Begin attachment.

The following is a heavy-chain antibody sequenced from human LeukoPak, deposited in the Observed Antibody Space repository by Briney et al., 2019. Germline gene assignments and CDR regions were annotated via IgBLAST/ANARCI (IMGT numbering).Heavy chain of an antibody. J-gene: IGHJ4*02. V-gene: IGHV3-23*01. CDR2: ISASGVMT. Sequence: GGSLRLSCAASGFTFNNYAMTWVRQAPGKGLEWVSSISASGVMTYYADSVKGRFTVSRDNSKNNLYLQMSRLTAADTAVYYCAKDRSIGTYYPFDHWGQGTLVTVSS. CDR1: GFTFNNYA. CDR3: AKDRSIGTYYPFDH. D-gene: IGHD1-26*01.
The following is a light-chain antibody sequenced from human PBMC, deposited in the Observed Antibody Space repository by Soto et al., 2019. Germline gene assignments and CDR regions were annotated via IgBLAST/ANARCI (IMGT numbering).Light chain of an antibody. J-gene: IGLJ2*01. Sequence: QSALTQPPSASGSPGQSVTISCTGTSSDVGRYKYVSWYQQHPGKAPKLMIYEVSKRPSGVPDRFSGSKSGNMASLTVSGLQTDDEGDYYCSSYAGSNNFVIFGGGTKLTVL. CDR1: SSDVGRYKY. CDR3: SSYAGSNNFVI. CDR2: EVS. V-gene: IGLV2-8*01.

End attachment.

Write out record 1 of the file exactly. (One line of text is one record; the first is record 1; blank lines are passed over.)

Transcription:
The following is a heavy-chain antibody sequenced from human LeukoPak, deposited in the Observed Antibody Space repository by Briney et al., 2019. Germline gene assignments and CDR regions were annotated via IgBLAST/ANARCI (IMGT numbering).Heavy chain of an antibody. J-gene: IGHJ4*02. V-gene: IGHV3-23*01. CDR2: ISASGVMT. Sequence: GGSLRLSCAASGFTFNNYAMTWVRQAPGKGLEWVSSISASGVMTYYADSVKGRFTVSRDNSKNNLYLQMSRLTAADTAVYYCAKDRSIGTYYPFDHWGQGTLVTVSS. CDR1: GFTFNNYA. CDR3: AKDRSIGTYYPFDH. D-gene: IGHD1-26*01.